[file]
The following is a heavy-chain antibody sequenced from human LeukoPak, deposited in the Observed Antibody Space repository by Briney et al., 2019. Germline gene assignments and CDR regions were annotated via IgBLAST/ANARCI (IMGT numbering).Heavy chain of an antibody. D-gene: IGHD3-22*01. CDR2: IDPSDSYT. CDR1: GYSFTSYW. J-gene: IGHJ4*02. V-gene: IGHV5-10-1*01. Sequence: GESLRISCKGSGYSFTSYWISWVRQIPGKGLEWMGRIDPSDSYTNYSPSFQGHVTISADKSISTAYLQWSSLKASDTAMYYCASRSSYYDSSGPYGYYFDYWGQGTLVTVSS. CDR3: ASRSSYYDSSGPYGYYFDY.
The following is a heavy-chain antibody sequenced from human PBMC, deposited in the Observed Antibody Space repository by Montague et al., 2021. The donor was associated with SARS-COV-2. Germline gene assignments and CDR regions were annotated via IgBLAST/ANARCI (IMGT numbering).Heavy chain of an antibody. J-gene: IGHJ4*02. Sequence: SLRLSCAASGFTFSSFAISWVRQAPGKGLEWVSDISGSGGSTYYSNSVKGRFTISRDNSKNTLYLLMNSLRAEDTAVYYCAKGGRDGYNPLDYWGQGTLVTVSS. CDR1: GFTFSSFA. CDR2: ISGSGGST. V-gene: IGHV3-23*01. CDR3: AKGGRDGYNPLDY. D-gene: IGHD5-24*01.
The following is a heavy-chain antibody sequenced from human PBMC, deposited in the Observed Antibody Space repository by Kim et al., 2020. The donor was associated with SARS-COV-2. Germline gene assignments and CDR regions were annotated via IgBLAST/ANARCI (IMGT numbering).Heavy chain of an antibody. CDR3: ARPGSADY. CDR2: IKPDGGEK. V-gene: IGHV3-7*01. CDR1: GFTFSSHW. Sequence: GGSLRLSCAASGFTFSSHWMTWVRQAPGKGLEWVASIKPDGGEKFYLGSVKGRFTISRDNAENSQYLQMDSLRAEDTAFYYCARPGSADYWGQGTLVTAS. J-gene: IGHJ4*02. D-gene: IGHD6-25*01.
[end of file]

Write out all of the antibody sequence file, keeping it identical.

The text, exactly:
The following is a heavy-chain antibody sequenced from human LeukoPak, deposited in the Observed Antibody Space repository by Briney et al., 2019. Germline gene assignments and CDR regions were annotated via IgBLAST/ANARCI (IMGT numbering).Heavy chain of an antibody. D-gene: IGHD3-22*01. CDR2: IDPSDSYT. CDR1: GYSFTSYW. J-gene: IGHJ4*02. V-gene: IGHV5-10-1*01. Sequence: GESLRISCKGSGYSFTSYWISWVRQIPGKGLEWMGRIDPSDSYTNYSPSFQGHVTISADKSISTAYLQWSSLKASDTAMYYCASRSSYYDSSGPYGYYFDYWGQGTLVTVSS. CDR3: ASRSSYYDSSGPYGYYFDY.
The following is a heavy-chain antibody sequenced from human PBMC, deposited in the Observed Antibody Space repository by Montague et al., 2021. The donor was associated with SARS-COV-2. Germline gene assignments and CDR regions were annotated via IgBLAST/ANARCI (IMGT numbering).Heavy chain of an antibody. J-gene: IGHJ4*02. Sequence: SLRLSCAASGFTFSSFAISWVRQAPGKGLEWVSDISGSGGSTYYSNSVKGRFTISRDNSKNTLYLLMNSLRAEDTAVYYCAKGGRDGYNPLDYWGQGTLVTVSS. CDR1: GFTFSSFA. CDR2: ISGSGGST. V-gene: IGHV3-23*01. CDR3: AKGGRDGYNPLDY. D-gene: IGHD5-24*01.
The following is a heavy-chain antibody sequenced from human PBMC, deposited in the Observed Antibody Space repository by Kim et al., 2020. The donor was associated with SARS-COV-2. Germline gene assignments and CDR regions were annotated via IgBLAST/ANARCI (IMGT numbering).Heavy chain of an antibody. CDR3: ARPGSADY. CDR2: IKPDGGEK. V-gene: IGHV3-7*01. CDR1: GFTFSSHW. Sequence: GGSLRLSCAASGFTFSSHWMTWVRQAPGKGLEWVASIKPDGGEKFYLGSVKGRFTISRDNAENSQYLQMDSLRAEDTAFYYCARPGSADYWGQGTLVTAS. J-gene: IGHJ4*02. D-gene: IGHD6-25*01.